Updated: January 11, 2021 9:16:59 am
One is tempted to see the bizarre rioting in the US Capitol by thousands of Donald Trump supporters seeking to stall President-elect Joe Biden’s certification by Congress as a one-off event, a unique descent into madness by an essentially robust democracy. Such a reading is fundamentally wrong. The mobs storming the hallowed precincts of American democracy, on January 6, were not an exceptional lapse but were, in fact, a symptom of a sick democracy. American democracy is critically ill. It suffers from five disorders.
The first malady, and perhaps the one most difficult to treat, is the breakdown in the culture of bipartisanship that was so intrinsic to American politics. It kept the system working. Difference and consensus, intense competition and compromise, all produced a political pragmatism that was at the heart of American democracy. This has now been abandoned. The speeches delivered by Republican senators on the floor of the house, minutes after the assault on the Capitol, were hostile and unyielding. Instead of closing ranks and accepting the logic of defeat, of embracing the national interest which their leader Mitch McConnell had earlier in the day articulated, a large number of Republican Congressmen chose to pander to the President’s narcissistic delusion of a stolen election. Partisan interest got morphed with the national interest. For them, the enemy was the Democratic party and not the mobs, the electoral system and not the hooligans who were undermining it. Bipartisanship in America is dead, killed by an ideological chauvinism that sees competitors as the enemy within. This is a mindset that is difficult to treat. It is built on a psychology of hate that resides deep in the soul of its proponents. It is incapable of compromise and challenging to cure.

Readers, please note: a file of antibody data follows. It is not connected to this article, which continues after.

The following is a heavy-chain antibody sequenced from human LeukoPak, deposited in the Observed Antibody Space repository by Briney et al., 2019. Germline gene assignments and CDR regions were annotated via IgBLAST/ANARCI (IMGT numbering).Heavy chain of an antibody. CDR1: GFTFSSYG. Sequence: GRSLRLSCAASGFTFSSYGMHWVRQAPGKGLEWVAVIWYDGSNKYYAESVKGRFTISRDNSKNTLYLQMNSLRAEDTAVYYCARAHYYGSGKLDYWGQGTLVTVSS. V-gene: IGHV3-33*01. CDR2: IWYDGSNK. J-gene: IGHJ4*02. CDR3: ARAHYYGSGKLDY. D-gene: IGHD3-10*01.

The second malady feeding the first, and perhaps dependent on it, is the rise of the plebiscitary leader. The more appropriate term is to see Trump not as a populist leader but as a plebiscitary one. A plebiscitary leader speaks directly to his followers over the heads of institutions that are supposed to constrain him but have, as shown, little power to do so. A relationship of devotion develops between the leader and followers that is unmediated by the institution’s tempering logic. The leader provides the followers with meaning, with a view of the world that speaks to their anxieties and insecurities. This is essentially Max Weber’s thesis on the charismatic personality. Trump fits it to a T. He built his constituency with phrases and slogans such as “make America great again”, “drain the swamp”, “lock her up”, “stop the steal”, that created a partisan constituency both in the street and within the elected chambers. It was willing to walk with him to the ends of the earth. Social media aided the process of partisan constituency formation. It exaggerated the feeling of grievance and promised that the leader would address the problem. Trump was playing for a “winner takes all” stake since defeat is for losers. In such a politics, institutions get enfeebled, democratic conventions get ignored, and the locus of power shifts from the office to the political leader. Officials, seen as Wilhelm Reich’s “little men”, develop an attitude of complicity with the leader. In Trump’s America, the little men have come to the centre of government.